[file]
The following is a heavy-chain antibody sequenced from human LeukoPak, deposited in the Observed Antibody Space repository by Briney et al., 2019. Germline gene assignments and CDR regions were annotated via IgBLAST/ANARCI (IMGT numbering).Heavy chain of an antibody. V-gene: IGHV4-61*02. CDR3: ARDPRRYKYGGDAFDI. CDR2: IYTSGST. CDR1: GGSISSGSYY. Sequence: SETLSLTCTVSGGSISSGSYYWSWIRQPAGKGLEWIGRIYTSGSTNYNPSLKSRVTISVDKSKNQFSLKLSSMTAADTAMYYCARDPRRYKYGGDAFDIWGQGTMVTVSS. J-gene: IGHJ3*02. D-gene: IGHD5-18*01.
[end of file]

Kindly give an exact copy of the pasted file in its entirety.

The following is a heavy-chain antibody sequenced from human LeukoPak, deposited in the Observed Antibody Space repository by Briney et al., 2019. Germline gene assignments and CDR regions were annotated via IgBLAST/ANARCI (IMGT numbering).Heavy chain of an antibody. V-gene: IGHV4-61*02. CDR3: ARDPRRYKYGGDAFDI. CDR2: IYTSGST. CDR1: GGSISSGSYY. Sequence: SETLSLTCTVSGGSISSGSYYWSWIRQPAGKGLEWIGRIYTSGSTNYNPSLKSRVTISVDKSKNQFSLKLSSMTAADTAMYYCARDPRRYKYGGDAFDIWGQGTMVTVSS. J-gene: IGHJ3*02. D-gene: IGHD5-18*01.